When I was a child, I had an amazing sense of physical balance. One of my favorite activities was to climb onto the railing at one end of our long front porch, gain my balance, walk to the opening in the rail, leap the opening, and then continue walking the railing to the end of the porch, where I jumped to the ground. Now, I live with a condition that impedes my ability to maintain my physical balance. This condition isn’t life threatening, nor is it likely to have a great impact on the quality of my life. Yet, it annoys me that my gait is so awkward it causes my neighbors wonder if I’m spending too much time with Jim Beam.
Recently, as I was pondering balance, I had a blinding flash of the obvious in which I realized that life is all about balance. In order to feel calm, clear-headed, motivated and joyful about life one must balance the emotional and spiritual aspects of life, as well as the physical ones. Not knowing what one wants from life and trying to do everything and be all things to all people is a recipe for disaster.
I’ve discovered that I’m much happier when I balance work and play. Hence, I’m regaining balance in my life by determining what’s important to me, setting boundaries and balancing priorities. Lessons I learning along the way include:
Expect the unexpected. If you accept that anything can happen at any time, you are less likely to be thrown off stride when the unexpected happens. There will be times when achieving balance will be temporarily impossible – i.e. crisis situations that truly require your immediate, undivided attention and an exceptional amount of your time and resources. When these occur, do whatever it takes to deal with them and as soon as feasible, take time to refresh, rejuvenate and rebalance yourself.
Make a plan, but keep things in perspective. You can’t anticipate and plan for everything in life. However, you can decide how, where and when to concentrate your energies. Begin each day with the intention of making the most of it. If plans go astray , as they often do, the willingness and ability to put things in perspective is part of living a well-balanced life. Once you’ve done everything within your control to regain balance, relax and let your life unfold. Be prepared for the future, but don’t worry about it.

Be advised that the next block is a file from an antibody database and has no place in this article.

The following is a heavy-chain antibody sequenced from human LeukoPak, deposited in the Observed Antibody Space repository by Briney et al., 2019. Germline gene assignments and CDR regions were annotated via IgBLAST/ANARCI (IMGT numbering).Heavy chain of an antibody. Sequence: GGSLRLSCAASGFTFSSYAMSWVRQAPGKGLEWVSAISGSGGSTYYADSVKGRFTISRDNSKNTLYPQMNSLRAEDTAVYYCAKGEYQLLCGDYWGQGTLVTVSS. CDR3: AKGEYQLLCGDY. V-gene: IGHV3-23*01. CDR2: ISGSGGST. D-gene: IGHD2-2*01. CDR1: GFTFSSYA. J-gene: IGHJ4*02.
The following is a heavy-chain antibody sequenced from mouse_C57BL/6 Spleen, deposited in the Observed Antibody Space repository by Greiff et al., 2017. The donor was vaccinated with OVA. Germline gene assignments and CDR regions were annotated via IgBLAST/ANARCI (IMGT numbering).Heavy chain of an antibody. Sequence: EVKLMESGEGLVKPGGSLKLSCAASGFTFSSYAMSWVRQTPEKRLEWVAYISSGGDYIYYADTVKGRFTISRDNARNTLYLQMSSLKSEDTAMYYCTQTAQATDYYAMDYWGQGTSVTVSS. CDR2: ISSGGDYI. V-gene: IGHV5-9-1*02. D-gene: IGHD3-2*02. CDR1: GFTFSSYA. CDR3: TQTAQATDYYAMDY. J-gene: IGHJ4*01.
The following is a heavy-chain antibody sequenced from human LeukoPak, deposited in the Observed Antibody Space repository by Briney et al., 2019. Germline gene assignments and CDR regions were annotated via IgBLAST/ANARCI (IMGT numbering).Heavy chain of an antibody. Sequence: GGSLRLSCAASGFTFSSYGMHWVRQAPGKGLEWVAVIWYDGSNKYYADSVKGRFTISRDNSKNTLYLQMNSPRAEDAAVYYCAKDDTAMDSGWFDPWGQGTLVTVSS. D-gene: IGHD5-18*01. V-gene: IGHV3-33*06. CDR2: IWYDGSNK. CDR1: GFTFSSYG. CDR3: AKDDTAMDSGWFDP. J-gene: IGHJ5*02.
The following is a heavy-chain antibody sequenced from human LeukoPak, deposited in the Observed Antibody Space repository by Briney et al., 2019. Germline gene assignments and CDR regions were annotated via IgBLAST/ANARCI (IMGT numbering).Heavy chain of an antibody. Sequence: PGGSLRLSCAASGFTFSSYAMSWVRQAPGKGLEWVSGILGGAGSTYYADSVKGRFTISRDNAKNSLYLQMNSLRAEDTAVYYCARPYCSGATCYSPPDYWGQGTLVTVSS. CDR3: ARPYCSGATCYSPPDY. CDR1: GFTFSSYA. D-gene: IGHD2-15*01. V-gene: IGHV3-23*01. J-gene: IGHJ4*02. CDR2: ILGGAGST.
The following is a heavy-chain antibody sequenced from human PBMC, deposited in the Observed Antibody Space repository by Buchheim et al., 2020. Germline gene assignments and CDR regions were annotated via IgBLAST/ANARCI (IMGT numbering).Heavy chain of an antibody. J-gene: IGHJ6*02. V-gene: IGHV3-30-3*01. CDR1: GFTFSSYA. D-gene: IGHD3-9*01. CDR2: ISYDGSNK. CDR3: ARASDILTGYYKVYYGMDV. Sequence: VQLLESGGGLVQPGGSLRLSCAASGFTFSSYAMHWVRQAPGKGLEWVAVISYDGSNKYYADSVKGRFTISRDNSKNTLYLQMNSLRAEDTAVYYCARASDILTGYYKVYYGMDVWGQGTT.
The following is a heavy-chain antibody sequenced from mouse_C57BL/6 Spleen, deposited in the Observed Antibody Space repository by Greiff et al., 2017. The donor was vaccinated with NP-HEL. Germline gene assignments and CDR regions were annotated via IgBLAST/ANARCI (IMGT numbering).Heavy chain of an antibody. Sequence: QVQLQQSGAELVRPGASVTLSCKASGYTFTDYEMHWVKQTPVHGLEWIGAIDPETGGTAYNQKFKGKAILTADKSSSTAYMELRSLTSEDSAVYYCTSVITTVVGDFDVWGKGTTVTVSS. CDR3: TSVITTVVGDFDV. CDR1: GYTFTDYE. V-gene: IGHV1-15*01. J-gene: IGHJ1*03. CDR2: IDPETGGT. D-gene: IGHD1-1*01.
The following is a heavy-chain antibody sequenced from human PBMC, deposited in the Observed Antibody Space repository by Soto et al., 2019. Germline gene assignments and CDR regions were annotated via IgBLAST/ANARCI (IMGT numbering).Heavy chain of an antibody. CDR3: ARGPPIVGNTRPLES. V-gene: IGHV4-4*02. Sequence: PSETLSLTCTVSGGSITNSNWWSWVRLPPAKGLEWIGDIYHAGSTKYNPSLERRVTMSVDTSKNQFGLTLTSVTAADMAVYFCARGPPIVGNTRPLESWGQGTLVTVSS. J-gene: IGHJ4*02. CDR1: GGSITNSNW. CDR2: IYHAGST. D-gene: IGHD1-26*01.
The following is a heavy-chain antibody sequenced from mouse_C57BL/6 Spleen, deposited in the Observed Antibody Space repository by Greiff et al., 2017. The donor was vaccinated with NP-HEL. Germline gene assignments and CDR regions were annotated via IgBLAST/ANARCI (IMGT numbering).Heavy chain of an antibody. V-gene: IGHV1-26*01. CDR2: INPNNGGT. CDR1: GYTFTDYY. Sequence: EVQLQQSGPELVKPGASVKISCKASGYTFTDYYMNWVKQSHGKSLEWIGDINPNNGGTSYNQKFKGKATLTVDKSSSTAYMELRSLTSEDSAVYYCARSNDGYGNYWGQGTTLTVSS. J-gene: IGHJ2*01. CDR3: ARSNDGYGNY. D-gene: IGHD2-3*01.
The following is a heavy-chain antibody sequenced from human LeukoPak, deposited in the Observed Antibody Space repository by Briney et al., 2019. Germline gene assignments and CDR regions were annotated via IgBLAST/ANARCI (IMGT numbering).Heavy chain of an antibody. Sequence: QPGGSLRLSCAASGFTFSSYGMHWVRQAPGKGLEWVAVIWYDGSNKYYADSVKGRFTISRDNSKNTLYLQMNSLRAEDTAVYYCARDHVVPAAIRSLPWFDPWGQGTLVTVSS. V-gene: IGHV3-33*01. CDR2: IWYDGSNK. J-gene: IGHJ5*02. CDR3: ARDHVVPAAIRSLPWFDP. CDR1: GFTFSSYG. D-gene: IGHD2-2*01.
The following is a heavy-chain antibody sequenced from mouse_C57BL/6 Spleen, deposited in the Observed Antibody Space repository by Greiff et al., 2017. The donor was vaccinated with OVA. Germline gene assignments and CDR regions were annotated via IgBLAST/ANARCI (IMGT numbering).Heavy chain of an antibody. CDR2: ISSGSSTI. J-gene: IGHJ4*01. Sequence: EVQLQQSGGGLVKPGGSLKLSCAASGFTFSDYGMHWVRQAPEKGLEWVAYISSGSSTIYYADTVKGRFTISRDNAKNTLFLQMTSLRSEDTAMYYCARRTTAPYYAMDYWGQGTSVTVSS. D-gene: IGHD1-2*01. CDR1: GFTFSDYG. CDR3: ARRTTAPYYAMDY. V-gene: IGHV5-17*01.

Nurture yourself before you attempt to nurture others. Set aside some ‘me’ time each day and dedicate it to activities that you enjoy. Take care of you physical needs by eating well and getting some exercise. Take care of you emotional and spiritual needs by making time to unwind after hectic day. Use this time to listen to music (or make music) read, meditate, take a nice hot bath or do whatever else you find relaxing.
Balance priorities. Don’t rush through pleasant experiences or occasional extravagances out of a sense of guilt. Relax and savor them. Learn to balance a healthy respect for the needs of tomorrow with the enjoyment of today. Avoid becoming overwhelmed by trying to juggle too many things at once.
Commit to being fully aware and involved in the current moment. Make a commitment living in the present without regrets. Each moment in life only occurs once, if you aren’t fully present in it, you’ve missed it forever.
If you practice not letting things get to you, you will not only live a well balanced and less stressful life, you will have fun while doing so.
Next to love, balance is the most important thing there is. ~John Wooden
Betty Freeman Haines, an author and award winning columnist, lives in Mesquite, NV. Her books/e-books, Reluctant Hero and Grieving Sucks or Does It, can be ordered from amazon.com.